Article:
Gothic style always has been my favourite in art and since the Uppsala Cathedral was built in French Gothic style, this also might be the reason why I couldn’t stop taking pictures from it. The facade of the cathedral was built in red bricks, so that always makes for a great visual spectacle around sunset like you are able to see in the picture on the right hand side. The towers are built from limestone and decorated with several stars that also reflect the sunlight at sunset or sunrise – brilliant concept.
The main entrance portal is flanked by the two main towers that are 119 metres in height. And when you walk through the portal, you are welcomed by two gargoyles left and right from the portal. Right in the middle a statue of St. Erik is standing. He’s the patron of Sweden and the cathedral was dedicated to him as well as to St. Olaf (patron of Norway) and St. Lawrence. Also part of the main entrance is the huge rose window above the portal that reminds the visitor of the portal of Saint-Denis in Paris, France. I just captured this window in the photograph. From the inside the window is very colourful and just beautiful at sunset.
I’m always fascinated by stained-glass windows in churches. Because of the fatal wars of the 20th century, most churches and cathedrals in England or Germany don’t have their original windows glass art any more. Most windows only have got plain glass these days. And also the cathedral in Uppsala lost most of its original stained-glass art in the fire of 1702. There are still a few smaller windows with the original stained-glass art but the huge windows have been destroyed. But a few windows were restored in 1893, like these two. It has the usual religious topics like Trinity: God the father, God the son, and God the holy spirit. A little more information you can find here. Of course, the reigning king at the time, Oscar II, king of Sweden and Norway, immortalized himself this way. The inscription at the bottom of both windows reads:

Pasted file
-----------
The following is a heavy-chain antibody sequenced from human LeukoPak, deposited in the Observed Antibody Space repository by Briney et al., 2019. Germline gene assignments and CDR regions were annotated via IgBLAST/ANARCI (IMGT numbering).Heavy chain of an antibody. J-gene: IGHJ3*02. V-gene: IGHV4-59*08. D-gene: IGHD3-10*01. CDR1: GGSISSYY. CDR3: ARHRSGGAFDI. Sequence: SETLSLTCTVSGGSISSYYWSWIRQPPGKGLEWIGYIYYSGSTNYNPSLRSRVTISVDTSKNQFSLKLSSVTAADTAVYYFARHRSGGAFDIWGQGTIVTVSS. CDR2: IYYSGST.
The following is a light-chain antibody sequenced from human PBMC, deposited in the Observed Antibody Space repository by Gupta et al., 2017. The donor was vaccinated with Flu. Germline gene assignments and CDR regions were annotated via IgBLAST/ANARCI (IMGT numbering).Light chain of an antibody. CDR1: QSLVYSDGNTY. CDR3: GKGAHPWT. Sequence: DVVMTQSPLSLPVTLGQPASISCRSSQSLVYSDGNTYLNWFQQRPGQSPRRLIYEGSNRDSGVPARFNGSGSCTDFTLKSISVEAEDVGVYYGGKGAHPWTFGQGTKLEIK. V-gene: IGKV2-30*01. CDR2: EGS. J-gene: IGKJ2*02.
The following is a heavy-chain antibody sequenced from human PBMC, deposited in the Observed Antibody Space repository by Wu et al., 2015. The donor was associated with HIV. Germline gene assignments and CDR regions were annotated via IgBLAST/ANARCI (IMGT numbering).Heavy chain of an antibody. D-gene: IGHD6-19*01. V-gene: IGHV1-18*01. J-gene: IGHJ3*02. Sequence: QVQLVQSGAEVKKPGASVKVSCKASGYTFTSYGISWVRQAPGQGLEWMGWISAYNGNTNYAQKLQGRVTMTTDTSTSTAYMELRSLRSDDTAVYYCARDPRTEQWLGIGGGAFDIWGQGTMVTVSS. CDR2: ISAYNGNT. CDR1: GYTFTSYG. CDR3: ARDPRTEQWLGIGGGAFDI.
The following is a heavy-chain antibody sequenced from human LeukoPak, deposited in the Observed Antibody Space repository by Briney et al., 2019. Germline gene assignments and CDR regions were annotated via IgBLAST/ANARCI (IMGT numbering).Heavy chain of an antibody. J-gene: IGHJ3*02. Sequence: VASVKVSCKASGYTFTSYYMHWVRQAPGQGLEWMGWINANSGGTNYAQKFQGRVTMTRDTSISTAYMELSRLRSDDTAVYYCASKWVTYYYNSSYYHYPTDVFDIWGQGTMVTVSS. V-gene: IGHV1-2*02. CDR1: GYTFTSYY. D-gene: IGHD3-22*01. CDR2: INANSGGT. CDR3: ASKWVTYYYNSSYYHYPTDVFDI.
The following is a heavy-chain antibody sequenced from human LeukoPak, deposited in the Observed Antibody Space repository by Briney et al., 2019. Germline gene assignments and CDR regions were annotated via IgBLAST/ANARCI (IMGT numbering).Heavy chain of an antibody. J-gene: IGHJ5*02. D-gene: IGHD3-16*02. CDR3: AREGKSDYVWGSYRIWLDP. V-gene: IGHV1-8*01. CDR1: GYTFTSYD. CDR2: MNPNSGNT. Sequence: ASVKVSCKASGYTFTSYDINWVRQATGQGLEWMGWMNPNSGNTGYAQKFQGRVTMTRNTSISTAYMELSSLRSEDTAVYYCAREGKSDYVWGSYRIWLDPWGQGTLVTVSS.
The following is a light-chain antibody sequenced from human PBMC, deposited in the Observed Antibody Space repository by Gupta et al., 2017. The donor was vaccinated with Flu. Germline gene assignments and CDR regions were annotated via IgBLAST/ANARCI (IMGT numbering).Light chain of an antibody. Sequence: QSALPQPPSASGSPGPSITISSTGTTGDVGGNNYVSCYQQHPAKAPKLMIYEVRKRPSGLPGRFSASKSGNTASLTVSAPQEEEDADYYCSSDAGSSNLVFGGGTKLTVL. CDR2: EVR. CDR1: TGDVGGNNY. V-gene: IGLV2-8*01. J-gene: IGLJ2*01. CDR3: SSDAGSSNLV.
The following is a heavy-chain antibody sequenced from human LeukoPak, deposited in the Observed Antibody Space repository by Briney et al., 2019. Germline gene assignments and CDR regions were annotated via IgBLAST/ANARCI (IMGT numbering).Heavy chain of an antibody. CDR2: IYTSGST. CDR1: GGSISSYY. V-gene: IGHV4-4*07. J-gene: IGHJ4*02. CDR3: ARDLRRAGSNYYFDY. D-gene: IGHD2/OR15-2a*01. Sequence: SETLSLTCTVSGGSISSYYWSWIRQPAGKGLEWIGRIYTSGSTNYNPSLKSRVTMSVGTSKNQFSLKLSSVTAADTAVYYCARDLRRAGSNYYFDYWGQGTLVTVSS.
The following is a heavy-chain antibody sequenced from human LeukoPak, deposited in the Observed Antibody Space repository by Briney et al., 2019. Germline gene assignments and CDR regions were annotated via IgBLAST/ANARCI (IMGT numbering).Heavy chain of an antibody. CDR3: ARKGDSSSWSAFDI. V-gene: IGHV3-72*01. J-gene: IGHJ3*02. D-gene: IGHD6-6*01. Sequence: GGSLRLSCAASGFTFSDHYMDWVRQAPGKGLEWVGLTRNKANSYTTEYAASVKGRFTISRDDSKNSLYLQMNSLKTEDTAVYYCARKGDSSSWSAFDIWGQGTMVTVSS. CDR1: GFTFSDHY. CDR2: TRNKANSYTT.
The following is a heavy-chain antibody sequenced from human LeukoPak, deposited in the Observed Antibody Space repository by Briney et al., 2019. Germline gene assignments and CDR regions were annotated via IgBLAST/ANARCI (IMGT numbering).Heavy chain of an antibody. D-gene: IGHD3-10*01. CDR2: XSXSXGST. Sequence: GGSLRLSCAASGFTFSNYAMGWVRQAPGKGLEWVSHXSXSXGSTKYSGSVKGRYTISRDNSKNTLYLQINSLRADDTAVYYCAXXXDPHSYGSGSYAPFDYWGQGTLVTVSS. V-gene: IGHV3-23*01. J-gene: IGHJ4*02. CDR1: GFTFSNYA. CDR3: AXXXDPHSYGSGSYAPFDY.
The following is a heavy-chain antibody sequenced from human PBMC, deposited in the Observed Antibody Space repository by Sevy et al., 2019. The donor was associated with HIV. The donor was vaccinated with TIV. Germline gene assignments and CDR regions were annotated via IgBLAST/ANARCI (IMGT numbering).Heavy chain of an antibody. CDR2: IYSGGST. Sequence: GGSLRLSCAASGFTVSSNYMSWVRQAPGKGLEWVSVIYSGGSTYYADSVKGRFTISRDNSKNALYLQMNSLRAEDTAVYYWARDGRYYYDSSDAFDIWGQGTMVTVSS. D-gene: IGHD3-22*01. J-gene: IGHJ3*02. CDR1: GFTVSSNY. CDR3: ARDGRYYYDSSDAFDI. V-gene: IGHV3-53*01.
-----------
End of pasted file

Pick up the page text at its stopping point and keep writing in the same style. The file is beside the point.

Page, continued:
And I also like the morbid character of churches that is sometimes hidden like in this icon on the floor inside the Uppsala Cathedral or more obvious in the exhibition of the mortal remains of saints and kings. Those high halls of big churches and cathedrals may give you the impression of your own immortality but in the end we are all mortal. And in some cases that’s kind of reassuring.
We left Uppsala Domkyrka just around sunset, went back to our hotel for the night. And finally went to the Konsert & Kongress building for the Sverigefinnarnas dag, i.e. day of the friendship between Sweden and Finland, that the concert by Värttinä was a part of. If you see that Värttinä is about to do a concert next to you, go for it – it’s a lot of fun, even if you don’t understand anything those girls are singing.